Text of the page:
Roger S. Oldham, spokesman for the SBC Executive Committee, confirmed that some churches have threatened to siphon donations away from the SBC but said those considerations do not relate to Moore alone. A study committee will investigate the reasons for those requests and determine how to resolve them.

“Over the past several months, we have received numerous phone calls from pastors and other individuals saying their churches were considering withholding or escrowing funds from the convention over a number of issues,” he told RNS.

Other statements of support were issued after Moore wrote a column apologizing to Southern Baptists who thought he was critical of anyone who voted for Trump and after national and state Baptist organizations decided to consider investigations related to his agency.

Luter’s was the first name on a letter posted on the New Orleans Baptist Association website responding to a request received by the Louisiana Baptist Convention to study recent actions by the ERLC.

RELATED: Russell Moore responds to Southern Baptist detractors

“Dr. Moore speaks with a prophetic voice to this generation,” said Luter and other signatories, including black, white and Hispanic Baptists. “We may not like everything that he says, but we fear what our faith community may become if we lose his voice.”

Moore has told RNS that he is confident he will remain in his post. Ken Barbic, who chairs the ERLC board, has described Moore as “a Gospel centered and faithful voice for Southern Baptists.”

The Rev. Dwight McKissic. Photo courtesy of Baptist Press

A third endorsement  came from Arlington, Texas, pastor Dwight McKissic, who suggested that predominantly minority churches may want to determine their future contributions to the Southern Baptist Convention based on the final decision on Moore’s status in the denomination.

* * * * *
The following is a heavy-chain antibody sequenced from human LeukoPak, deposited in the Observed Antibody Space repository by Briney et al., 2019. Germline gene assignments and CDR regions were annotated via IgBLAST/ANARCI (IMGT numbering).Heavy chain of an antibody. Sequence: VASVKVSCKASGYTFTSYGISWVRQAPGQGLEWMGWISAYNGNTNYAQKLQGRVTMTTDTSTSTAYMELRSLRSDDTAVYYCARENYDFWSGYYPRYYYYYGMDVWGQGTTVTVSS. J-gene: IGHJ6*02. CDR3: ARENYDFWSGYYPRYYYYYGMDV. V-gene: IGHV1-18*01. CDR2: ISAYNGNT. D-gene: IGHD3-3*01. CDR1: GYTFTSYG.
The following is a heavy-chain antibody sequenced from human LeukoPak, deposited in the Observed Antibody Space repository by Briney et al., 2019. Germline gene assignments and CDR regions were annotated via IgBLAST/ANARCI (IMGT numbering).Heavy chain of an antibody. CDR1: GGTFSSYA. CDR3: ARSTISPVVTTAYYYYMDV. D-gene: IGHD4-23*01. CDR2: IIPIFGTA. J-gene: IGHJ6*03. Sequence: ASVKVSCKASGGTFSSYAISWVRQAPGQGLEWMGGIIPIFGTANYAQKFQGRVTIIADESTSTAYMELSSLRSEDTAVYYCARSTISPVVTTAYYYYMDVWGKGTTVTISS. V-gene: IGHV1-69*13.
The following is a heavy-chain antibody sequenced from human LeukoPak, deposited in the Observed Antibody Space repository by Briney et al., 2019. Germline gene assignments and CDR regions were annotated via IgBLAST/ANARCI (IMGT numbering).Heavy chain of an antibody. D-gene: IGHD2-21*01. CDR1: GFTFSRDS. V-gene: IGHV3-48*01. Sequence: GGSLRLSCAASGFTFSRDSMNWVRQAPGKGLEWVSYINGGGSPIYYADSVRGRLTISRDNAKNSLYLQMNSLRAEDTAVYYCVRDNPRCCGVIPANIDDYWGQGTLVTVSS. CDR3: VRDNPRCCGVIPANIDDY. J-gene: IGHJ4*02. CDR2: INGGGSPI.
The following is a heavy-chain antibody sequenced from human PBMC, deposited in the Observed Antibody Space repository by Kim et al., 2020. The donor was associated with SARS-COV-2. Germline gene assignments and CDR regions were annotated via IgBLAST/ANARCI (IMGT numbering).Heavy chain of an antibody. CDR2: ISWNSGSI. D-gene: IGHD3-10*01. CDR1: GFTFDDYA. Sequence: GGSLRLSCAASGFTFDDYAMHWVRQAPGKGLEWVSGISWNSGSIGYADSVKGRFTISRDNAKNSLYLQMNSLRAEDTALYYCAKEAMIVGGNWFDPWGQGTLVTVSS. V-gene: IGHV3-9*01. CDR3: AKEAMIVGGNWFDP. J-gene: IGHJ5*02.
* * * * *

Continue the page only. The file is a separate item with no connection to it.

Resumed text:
“The implications of the Executive Committee’s investigative report is staggering and could be tantamount to an earthquake in the Convention,” McKissic predicted. “If Moore is marginalized or fired, 80-90 percent of Southern Baptist Black Churches who share Moore’s views on President Trump, would also simultaneously feel as if their political convictions regarding the current President of the United States would also be officially reprimanded, rejected and rebuked by the Southern Baptist Convention.”

McKissic proposed the original language for the resolution adopted at last year’s SBC annual meeting that called for repudiating the Confederate flag, a step Moore called for the previous year, saying “Let’s take down that flag.”

When that statement was adopted, Moore said Southern Baptists “made history in the right way.”